Total War: Attila’s main enemy is climate change. In this new standalone Total War game, Creative Assembly have built a campaign driven by an ever-lengthening winter, with each passing year seeing more territory become inhospitable to settlers, forcing factions to migrate south, fighting their way to warmer climes.
There’s a million-strong Mongol horde, too, about to mount a Barbarian Invasion, but I think climate change is the key issue.
Attila continues the Total War series’ blend of turn-based grand strategy campaign and real-time strategy battles. You’ll spend half your time directing a war while looking at a pan-continental campaign map, recruiting armies, brokering peace treaties, and fostering cities; the rest of your time you’ll be commanding your armies in the battles you start in the campaign mode.
Rome 2 charted the rise of the Roman Empire, tasking you with taking a small clutch of territories and, with them, conquering mainland Europe and North Africa; Total War: Attila puts you in charge of that empire at its fall.
Events of the main campaign kick off in 395 AD. “The dominant force in Europe is still Rome but it’s become so colossal and so bloated it’s impossible to manage from a single administration so it’s been split in two, the Western Roman Empire and the Eastern Roman Empire,” Creative Assembly’s communications manager, Al Bickham explains. “Together those two empires control the most vast quantity of land – from England right the way over to Syria.”
You take control of one of those huge factions right from the start. It’s the first time Creative have given you anything other than a few territories at the beginning of a campaign and, far from making things easier, it sets you up for a whole new challenge.
Your borders are huge, your enemies numerous, and your armies too few. “Right out the gates it’s a real challenge,” Bickham tells me. “It’s survival strategy, you have to work out what you can afford to lose to consolidate and fight from a position of strength.”
To the north west your armies are being attacked by the Picts and the Scots, your northern border is being tested by the goths, to the south the African factions are taking back land, and to the east Attila is massing his troops to sweep into Europe.
On top of that winter is coming.
The key to Attila’s campaign isn’t the eponymous warlord, his is essentially just another army – granted a very big one but, on paper, nothing we haven’t seen before in the Total War games – it’s the new climate change mechanic. As the years pass in the campaign Europe begins to get colder, the winters get longer, and they start to take a toll on the continent’s northern regions. The colder territories get the less productive they become. Factions based in the cold north will begin to starve if they stay, they have to migrate south to survive. This means that as the campaign draws on the northern factions start to push south harder and harder, increasing the pressure on your borders.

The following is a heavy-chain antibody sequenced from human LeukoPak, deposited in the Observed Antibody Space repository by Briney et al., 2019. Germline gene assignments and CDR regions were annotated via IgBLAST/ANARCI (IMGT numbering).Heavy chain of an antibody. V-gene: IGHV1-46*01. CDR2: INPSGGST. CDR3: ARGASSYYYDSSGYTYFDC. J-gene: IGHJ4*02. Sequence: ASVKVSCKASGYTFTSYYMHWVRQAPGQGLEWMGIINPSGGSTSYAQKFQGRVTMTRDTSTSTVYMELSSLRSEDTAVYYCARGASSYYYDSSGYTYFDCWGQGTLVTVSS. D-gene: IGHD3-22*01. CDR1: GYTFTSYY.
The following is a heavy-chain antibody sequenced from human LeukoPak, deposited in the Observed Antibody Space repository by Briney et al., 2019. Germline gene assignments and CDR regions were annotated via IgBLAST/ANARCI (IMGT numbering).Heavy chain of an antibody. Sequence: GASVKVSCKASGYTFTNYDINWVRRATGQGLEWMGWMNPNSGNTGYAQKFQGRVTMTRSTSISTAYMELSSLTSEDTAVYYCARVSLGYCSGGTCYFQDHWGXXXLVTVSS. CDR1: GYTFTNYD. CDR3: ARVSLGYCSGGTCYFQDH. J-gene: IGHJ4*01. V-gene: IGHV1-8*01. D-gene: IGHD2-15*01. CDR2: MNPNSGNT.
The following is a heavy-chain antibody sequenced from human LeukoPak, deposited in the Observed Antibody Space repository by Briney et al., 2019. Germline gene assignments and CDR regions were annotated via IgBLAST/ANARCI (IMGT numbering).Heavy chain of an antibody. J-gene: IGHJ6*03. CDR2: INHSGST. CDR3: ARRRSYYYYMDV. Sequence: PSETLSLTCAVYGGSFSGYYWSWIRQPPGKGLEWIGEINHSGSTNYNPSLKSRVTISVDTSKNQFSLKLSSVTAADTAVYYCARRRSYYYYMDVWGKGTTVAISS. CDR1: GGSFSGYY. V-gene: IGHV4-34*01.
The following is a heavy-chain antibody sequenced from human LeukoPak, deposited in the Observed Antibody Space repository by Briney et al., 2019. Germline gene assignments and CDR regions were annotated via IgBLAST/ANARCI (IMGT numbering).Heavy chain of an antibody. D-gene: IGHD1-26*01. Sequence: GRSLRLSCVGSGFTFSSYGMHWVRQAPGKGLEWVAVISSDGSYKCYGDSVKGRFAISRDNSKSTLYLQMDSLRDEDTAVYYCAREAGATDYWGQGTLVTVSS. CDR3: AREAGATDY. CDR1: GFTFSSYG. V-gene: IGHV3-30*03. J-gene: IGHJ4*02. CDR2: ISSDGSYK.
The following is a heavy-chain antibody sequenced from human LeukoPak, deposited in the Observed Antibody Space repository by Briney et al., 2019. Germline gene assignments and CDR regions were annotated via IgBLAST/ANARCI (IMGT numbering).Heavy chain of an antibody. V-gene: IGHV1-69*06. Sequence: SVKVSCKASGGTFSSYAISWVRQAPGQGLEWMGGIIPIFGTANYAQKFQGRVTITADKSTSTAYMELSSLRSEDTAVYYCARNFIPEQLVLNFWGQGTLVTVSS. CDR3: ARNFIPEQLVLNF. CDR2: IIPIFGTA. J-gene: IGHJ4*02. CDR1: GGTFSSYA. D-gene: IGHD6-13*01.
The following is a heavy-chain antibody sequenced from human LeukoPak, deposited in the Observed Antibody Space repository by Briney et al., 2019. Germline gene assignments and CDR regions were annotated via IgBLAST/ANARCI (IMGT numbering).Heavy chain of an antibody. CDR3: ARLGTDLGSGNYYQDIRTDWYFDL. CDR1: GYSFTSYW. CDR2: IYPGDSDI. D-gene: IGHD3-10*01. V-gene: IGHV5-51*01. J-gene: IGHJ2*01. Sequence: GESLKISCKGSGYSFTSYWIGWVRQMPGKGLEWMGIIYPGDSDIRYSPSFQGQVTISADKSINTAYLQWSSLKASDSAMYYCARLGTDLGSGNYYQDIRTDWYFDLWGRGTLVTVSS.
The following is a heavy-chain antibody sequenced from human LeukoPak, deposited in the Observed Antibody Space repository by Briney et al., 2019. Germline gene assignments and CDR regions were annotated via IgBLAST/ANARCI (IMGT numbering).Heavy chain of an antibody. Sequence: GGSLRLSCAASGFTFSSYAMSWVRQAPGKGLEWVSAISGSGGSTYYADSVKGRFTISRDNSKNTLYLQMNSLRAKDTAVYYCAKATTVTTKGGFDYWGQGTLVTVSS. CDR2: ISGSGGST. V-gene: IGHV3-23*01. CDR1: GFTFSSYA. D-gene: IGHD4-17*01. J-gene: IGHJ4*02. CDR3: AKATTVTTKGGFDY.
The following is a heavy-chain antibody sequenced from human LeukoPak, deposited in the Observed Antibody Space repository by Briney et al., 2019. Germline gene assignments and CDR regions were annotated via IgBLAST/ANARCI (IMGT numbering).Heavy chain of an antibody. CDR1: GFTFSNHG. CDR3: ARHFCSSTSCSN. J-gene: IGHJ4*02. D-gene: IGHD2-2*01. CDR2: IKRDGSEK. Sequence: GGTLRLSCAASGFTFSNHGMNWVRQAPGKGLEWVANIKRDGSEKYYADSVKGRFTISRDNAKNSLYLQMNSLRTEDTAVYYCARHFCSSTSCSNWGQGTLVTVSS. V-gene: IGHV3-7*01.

It’s a simple mechanic but it should give new life to the latter part of Attila’s campaign. Stagnation has always been a problem in Total War campaigns. There comes a tipping point when you’re just mopping up the armies that are left. With this increased pressure and changing landscape it should be much harder to get into a position to dominate the other factions.
Disease is another factor you’ll have to take into consideration. Cities without sanitation can now become incubators for all kinds of infectious pestilence. Sick populations are less productive and suffering armies can be brought to a halt by illness, or, if their numbers have been severely depleted in battle, even wiped out by a disease. The illnesses can spread fast, too. Armies staying in a disease-ridden city can become carriers, spreading illness to other cities and armies. Trade routes can spread the infection, too.
These new features make the campaign map alive in a way it’s never been before, forcing you to react to northern incursions, set up quarantines, and deal with winter famines.
Attila sees sieges become a more necessary part of conquest but also makes them far more costly. To encourage sieges, cities have become more defensible. Defenders can deploy barricades that let them funnel invading troops down streets into choke points. So assaulting a city at full strength will require a very large army and siege weapons. However, if you besiege a city with each passing turn damage is done to the city’s defenses. So, if you siege a city for a couple of turns before making your assault then you might find breached walls, fewer barricade points, and a weakened defense with lower morale.
There’s another, more unpredictable factor to city battles: fire. Dynamic fires can now spread through a city during a battle, destroying whole sections of a town and burning any soldiers caught in the blaze. Flaming arrows and artillery can start an inferno that can swing a battle in either armies’ favour.
Creative have also increased the cities’ base supplies so sieges now last longer, making you second guess committing armies to attack because it could keep them locked in attrition for as many as eight turns, giving your opponent time to rally reinforcements to come and break your assault.
Expansion will be a harder struggle than ever, while defence is made easier, meaning campaigns will be long, bitter struggles to dominance. Keeping the Roman Empire together in the face of a changing climate, disease, and assaults from all sides is going to be one of the most difficult challenges Total War fans will have ever faced.
Total War: Attila’s release date’s still under wraps but I can’t wait to take on the Hun.
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